Cats and Excessive Meowing
Cats meow for many reasons, from the serious to the attention-seeking. They include:
Illness. The first step is a thorough checkup by your veterinarian. Numerous diseases can cause a cat to feel hunger, thirst, or pain, all of which can lead to excessive meowing. Cats also can develop an overactive thyroid or kidney disease, both of which can result in excessive vocalizations.
Attention seeking. Despite what some people think, cats don’t like being alone a lot. Cats often meow to initiate play, petting, or to get you to talk to them. If you want to cut down on attention-seeking meows, stop responding when it happens. Only give them attention when they are quiet. If they start to meow again, look or walk away. But don’t ignore your pet. Spend quality time each day with them, playing, grooming, and talking to them. A tired pet is a quieter pet.
Wants food. Some cats meow every time someone walks in the kitchen, hoping to get a bite. And many cats become very vocal when it gets close to their feeding times. If this is your problem, don’t feed your cat when they cry. Wait until they are quiet to put down food, and don’t give them treats when they meow. If this doesn’t work, get an automatic feeder that opens at set times. Now kitty will meow at the feeder and not you.
Greeting you. Many cats meow when their people come home, or even when they just meet them in the house. This is a hard habit to break, but look at it as kitty saying they are happy to see you.
They are lonely. If you pet spends too many hours a day alone, think about getting a pet sitter to enrich your pet’s life. Put a bird feeder outside a window they can watch. Leave foraging toys out with food inside. Get them a kitty condo and rotate different toys that you leave out for play.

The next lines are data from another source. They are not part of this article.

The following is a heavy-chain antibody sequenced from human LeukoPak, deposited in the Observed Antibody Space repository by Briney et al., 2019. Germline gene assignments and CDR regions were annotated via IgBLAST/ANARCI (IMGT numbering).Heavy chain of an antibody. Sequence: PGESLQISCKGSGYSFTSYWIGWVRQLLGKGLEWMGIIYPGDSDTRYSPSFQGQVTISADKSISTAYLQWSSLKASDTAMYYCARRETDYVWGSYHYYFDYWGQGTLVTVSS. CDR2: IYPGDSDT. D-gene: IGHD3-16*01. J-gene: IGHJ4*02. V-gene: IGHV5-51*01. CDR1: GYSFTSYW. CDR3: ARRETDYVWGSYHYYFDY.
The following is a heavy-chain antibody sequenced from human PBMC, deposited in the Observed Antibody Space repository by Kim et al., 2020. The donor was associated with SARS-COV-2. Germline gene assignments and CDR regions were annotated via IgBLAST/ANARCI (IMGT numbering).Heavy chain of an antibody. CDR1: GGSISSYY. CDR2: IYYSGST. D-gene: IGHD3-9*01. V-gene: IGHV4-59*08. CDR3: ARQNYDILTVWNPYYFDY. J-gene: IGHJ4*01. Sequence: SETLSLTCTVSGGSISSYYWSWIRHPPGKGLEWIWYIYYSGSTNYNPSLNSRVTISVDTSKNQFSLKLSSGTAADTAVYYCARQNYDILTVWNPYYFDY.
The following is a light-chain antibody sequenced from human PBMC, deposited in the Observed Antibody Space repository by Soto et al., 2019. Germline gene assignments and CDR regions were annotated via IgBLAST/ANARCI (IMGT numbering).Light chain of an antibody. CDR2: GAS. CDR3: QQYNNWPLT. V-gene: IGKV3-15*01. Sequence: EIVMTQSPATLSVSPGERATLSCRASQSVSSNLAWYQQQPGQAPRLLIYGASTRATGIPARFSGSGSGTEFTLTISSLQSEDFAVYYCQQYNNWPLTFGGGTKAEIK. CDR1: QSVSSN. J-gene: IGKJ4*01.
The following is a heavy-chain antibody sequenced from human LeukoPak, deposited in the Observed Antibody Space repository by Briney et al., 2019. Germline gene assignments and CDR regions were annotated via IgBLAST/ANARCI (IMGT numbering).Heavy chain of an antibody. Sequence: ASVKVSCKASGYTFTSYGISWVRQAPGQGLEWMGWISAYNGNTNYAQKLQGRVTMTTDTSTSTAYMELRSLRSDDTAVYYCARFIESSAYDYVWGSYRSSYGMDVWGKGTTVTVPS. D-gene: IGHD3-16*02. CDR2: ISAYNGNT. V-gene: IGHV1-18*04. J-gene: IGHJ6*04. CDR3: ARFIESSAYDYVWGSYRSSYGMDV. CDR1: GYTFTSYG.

Read also: Basic cat nutrition
A stressed cat. Cats that are experiencing stress often become more vocal. A new pet or baby, a move or changes to the home, an illness or the loss of a loved one can turn your cat into a talker. Try to discover what is stressing your pet and help them adjust to the change. If that’s not possible, give your cat extra attention to help soothe them.
Aging cats. Cats, just like people, can suffer from a form of mental confusion, or cognitive dysfunction, as they age. They become disoriented and often cry plaintively for no apparent reason, especially at night. A nightlight sometimes can help if your cat becomes disoriented at night, and veterinarians often can prescribe medications that help these symptoms.
Cats that want to breed. If your cat isn’t spayed or neutered, then you’re going to hear a lot more noise. Females yowl when in heat, and males yowl when they smell a female in heat. Both can be maddening to live with. Getting your pet spayed or neutered will prevent this.
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